Seek out rare elephant trees in Anza-Borrego's Torote Canyon.

Dozens of elephant trees cling to the walls of Torote Canyon, a tributary of Indian Gorge in the southern reaches of Anza-Borrego Desert State Park. In Mexico, this tree is called torote, which means "twisted," in reference to the haphazard way the limbs twine upward. On the California side of the border, elephant trees are relatively rare, confined to a few spots scattered throughout the park.

With a short, stubby trunk, puffy limbs, reddish twigs and sap, tiny green leaves, and purplish fruit, elephant trees are definitely weird. Indians believed the plant was associated with a great power capable of curing many diseases, especially skin ailments. Shamans kept the sap from the plant hidden away, as it was considered too dangerous for casual use.

A series of secluded valleys, each seemingly cut off from the rest of the world, lie one to two miles up Torote Canyon. A broad expanse of sand, a few sparse shrubs, cobbled walls in the distance, and the blue vault of sky overhead: an hour spent in the warm February sunshine quietly contemplating such purity and simplicity can bring on a feeling of profound peace.

All but low-clearance passenger cars should be capable of negotiating the sandy road (turnoff at mile 46.1 on Highway S-2, about 2 miles north of Bow Willow) leading into Indian Gorge. Drive 1.8 miles to where a small post indicates the mouth of Torote Canyon on the right (north). On foot, scramble up the rock-strewn bed of the canyon, passing elephant trees tenaciously clinging to the steep walls.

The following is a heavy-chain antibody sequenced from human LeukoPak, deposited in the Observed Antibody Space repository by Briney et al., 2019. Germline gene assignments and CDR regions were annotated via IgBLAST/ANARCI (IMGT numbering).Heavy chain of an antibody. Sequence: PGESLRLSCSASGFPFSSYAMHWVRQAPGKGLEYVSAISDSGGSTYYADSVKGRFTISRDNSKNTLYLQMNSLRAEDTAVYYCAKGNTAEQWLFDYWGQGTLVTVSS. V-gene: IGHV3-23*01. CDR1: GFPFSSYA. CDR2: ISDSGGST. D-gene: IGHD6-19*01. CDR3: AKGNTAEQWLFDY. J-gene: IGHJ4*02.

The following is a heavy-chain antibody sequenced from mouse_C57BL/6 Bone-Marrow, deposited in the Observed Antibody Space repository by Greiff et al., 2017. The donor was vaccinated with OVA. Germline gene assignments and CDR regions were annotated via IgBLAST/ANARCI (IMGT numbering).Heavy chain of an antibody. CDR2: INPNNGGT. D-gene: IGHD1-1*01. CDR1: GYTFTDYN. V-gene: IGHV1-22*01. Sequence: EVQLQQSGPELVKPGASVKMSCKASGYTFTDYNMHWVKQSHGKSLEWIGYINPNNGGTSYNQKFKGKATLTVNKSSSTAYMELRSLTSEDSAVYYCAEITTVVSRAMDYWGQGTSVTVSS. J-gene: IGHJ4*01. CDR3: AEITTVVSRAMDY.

After 0.8 mile you enter the first valley, a nearly flat, sand-drowned expanse stretching nearly half a mile. Within this valley the canyon divides, with the main branch (Torote Canyon) climbing sharply up a bouldered crease on the left (northwest). Keep right, if you prefer, toward the far end of the valley, and proceed north into a small, narrow canyon, a tributary of Torote Canyon. Within 200 yards this broadens into a second valley, similar to the first. Continue northwest to the second valley's end, and climb to the low pass appearing straight ahead. By contouring over rocks to the left (west), you can reach the east end of still another sand-drowned valley -- this one richly endowed with desert vegetation and madly dashing jackrabbits.

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